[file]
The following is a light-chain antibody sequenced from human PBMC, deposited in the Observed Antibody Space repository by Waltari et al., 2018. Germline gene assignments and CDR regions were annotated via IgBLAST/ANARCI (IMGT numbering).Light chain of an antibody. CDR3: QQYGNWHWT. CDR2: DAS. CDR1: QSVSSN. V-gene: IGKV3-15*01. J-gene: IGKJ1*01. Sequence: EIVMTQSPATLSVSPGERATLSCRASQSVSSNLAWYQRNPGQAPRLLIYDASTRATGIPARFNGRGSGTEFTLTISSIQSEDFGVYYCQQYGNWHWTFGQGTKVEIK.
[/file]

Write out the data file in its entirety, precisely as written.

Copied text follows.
The following is a light-chain antibody sequenced from human PBMC, deposited in the Observed Antibody Space repository by Waltari et al., 2018. Germline gene assignments and CDR regions were annotated via IgBLAST/ANARCI (IMGT numbering).Light chain of an antibody. CDR3: QQYGNWHWT. CDR2: DAS. CDR1: QSVSSN. V-gene: IGKV3-15*01. J-gene: IGKJ1*01. Sequence: EIVMTQSPATLSVSPGERATLSCRASQSVSSNLAWYQRNPGQAPRLLIYDASTRATGIPARFNGRGSGTEFTLTISSIQSEDFGVYYCQQYGNWHWTFGQGTKVEIK.